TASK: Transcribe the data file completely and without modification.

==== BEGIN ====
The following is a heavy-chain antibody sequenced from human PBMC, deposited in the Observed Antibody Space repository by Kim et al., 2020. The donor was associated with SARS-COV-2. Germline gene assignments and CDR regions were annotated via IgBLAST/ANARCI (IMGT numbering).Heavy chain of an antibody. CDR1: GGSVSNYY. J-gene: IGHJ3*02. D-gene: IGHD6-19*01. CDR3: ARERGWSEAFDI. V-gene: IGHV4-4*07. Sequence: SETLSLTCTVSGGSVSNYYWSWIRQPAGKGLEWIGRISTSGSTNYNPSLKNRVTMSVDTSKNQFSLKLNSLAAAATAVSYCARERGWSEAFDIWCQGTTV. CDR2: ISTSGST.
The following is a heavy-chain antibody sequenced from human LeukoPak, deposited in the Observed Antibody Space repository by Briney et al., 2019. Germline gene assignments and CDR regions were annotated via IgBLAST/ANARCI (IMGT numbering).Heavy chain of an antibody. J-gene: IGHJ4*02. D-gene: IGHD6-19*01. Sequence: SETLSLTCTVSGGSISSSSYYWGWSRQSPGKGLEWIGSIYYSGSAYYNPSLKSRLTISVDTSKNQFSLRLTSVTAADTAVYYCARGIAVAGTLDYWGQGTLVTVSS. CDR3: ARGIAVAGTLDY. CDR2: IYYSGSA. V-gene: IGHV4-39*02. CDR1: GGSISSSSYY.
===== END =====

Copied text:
The following is a heavy-chain antibody sequenced from human PBMC, deposited in the Observed Antibody Space repository by Kim et al., 2020. The donor was associated with SARS-COV-2. Germline gene assignments and CDR regions were annotated via IgBLAST/ANARCI (IMGT numbering).Heavy chain of an antibody. CDR1: GGSVSNYY. J-gene: IGHJ3*02. D-gene: IGHD6-19*01. CDR3: ARERGWSEAFDI. V-gene: IGHV4-4*07. Sequence: SETLSLTCTVSGGSVSNYYWSWIRQPAGKGLEWIGRISTSGSTNYNPSLKNRVTMSVDTSKNQFSLKLNSLAAAATAVSYCARERGWSEAFDIWCQGTTV. CDR2: ISTSGST.
The following is a heavy-chain antibody sequenced from human LeukoPak, deposited in the Observed Antibody Space repository by Briney et al., 2019. Germline gene assignments and CDR regions were annotated via IgBLAST/ANARCI (IMGT numbering).Heavy chain of an antibody. J-gene: IGHJ4*02. D-gene: IGHD6-19*01. Sequence: SETLSLTCTVSGGSISSSSYYWGWSRQSPGKGLEWIGSIYYSGSAYYNPSLKSRLTISVDTSKNQFSLRLTSVTAADTAVYYCARGIAVAGTLDYWGQGTLVTVSS. CDR3: ARGIAVAGTLDY. CDR2: IYYSGSA. V-gene: IGHV4-39*02. CDR1: GGSISSSSYY.